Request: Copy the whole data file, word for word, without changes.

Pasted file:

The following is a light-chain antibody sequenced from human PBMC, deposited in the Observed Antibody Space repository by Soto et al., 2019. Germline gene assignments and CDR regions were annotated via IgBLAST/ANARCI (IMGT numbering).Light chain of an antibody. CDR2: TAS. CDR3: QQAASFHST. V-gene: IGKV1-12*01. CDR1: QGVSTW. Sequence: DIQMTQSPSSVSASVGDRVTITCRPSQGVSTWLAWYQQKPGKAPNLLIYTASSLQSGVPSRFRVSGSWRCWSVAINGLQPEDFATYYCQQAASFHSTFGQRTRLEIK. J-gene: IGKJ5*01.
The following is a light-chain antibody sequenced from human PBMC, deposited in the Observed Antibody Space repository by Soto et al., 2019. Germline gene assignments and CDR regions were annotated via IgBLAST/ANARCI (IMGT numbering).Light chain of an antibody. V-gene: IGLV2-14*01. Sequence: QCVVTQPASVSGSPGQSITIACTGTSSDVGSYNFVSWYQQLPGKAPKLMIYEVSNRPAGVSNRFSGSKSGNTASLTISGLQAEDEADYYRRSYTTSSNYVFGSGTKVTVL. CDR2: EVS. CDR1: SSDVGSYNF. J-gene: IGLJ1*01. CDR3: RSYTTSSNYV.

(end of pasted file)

The following is a light-chain antibody sequenced from human PBMC, deposited in the Observed Antibody Space repository by Soto et al., 2019. Germline gene assignments and CDR regions were annotated via IgBLAST/ANARCI (IMGT numbering).Light chain of an antibody. CDR2: TAS. CDR3: QQAASFHST. V-gene: IGKV1-12*01. CDR1: QGVSTW. Sequence: DIQMTQSPSSVSASVGDRVTITCRPSQGVSTWLAWYQQKPGKAPNLLIYTASSLQSGVPSRFRVSGSWRCWSVAINGLQPEDFATYYCQQAASFHSTFGQRTRLEIK. J-gene: IGKJ5*01.
The following is a light-chain antibody sequenced from human PBMC, deposited in the Observed Antibody Space repository by Soto et al., 2019. Germline gene assignments and CDR regions were annotated via IgBLAST/ANARCI (IMGT numbering).Light chain of an antibody. V-gene: IGLV2-14*01. Sequence: QCVVTQPASVSGSPGQSITIACTGTSSDVGSYNFVSWYQQLPGKAPKLMIYEVSNRPAGVSNRFSGSKSGNTASLTISGLQAEDEADYYRRSYTTSSNYVFGSGTKVTVL. CDR2: EVS. CDR1: SSDVGSYNF. J-gene: IGLJ1*01. CDR3: RSYTTSSNYV.